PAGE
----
Before you see whether I'm carrying an umbrella, with what probability do you believe it's raining?

# Bayes' Rule and Conditional Beliefs

Suppose you don't know whether it's raining out,

but you can observe whether

I'm carrying an umbrella or not.

Ex ante, you believe the **joint probabilities**

of these events are given by this table:

Bayes' Rule:

Suppose you see me with an umbrella. Now with what probability do you think it's raining?

## Conditional Beliefs and Strategies

- Suppose you're at an information set; you don't know which of several nodes you might be at.
- How can you use what you know about other players' strategies to form beliefs about the true state of the world?

# Perfect Bayesian Equilibrium

Consider a **strategy profile **for the players, as well as **beliefs **over the nodes at all information sets.

These are called a **perfect Bayesian Equilibrium (PBE) **if:

- Each player’s strategy is optimal to them at each infoset, given beliefs at this infoset and opponents’ strategies (“Sequential Rationality”)
- The beliefs are obtained from strategies using Bayes’ Rule wherever possible (i.e. at each infoset that is reached with a positive probability) (“consistency of beliefs”)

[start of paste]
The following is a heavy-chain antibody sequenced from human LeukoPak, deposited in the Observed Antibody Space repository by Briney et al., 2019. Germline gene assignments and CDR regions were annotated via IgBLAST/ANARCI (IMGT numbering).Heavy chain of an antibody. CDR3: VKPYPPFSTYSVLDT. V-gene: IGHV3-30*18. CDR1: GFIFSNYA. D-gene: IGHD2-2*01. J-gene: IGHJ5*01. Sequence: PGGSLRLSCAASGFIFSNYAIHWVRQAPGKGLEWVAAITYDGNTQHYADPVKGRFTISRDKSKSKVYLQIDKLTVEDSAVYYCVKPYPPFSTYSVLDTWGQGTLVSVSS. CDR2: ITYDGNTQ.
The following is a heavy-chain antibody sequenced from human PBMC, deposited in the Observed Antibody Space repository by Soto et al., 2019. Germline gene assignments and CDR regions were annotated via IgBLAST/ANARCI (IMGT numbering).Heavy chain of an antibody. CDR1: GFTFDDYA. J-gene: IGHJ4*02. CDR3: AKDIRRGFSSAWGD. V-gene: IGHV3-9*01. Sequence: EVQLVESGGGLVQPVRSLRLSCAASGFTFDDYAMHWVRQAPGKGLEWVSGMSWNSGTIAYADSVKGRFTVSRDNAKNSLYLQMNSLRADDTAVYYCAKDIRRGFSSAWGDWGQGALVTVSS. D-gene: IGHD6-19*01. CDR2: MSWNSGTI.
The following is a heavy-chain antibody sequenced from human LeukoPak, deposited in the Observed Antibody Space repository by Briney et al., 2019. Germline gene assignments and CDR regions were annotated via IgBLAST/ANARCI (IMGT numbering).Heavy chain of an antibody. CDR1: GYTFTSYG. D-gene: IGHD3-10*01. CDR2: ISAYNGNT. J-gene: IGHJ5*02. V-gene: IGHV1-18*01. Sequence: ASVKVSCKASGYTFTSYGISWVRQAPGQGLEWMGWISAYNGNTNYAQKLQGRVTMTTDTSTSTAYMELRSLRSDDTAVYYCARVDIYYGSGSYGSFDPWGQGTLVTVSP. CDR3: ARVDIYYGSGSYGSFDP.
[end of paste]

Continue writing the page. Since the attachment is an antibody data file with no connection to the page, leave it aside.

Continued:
"Gift Giving Game"

Nature determines whether player 1 is a "friend" or "enemy" to player 2.

Player 1, knowing their type, can decide to give a gift to player 2 or not.

If player 1 gives a gift, player 2 can choose to accept it or not. Player 2 wants to accept a gift from a friend, but not from an enemy.

Whenever a player reaches an information set, they have *some* updated beliefs over which node they are.

Based on these *beliefs*, they should choose the action that maximizes their expected payoff.

"Gift Giving Game"

Nature determines whether player 1 is a "friend" or "enemy" to player 2.

Player 1, knowing their type, can decide to give a gift to player 2 or not.

If player 1 gives a gift, player 2 can choose to accept it or not. Player 2 wants to accept a gift from a friend, but not from an enemy.

"Gift Giving Game"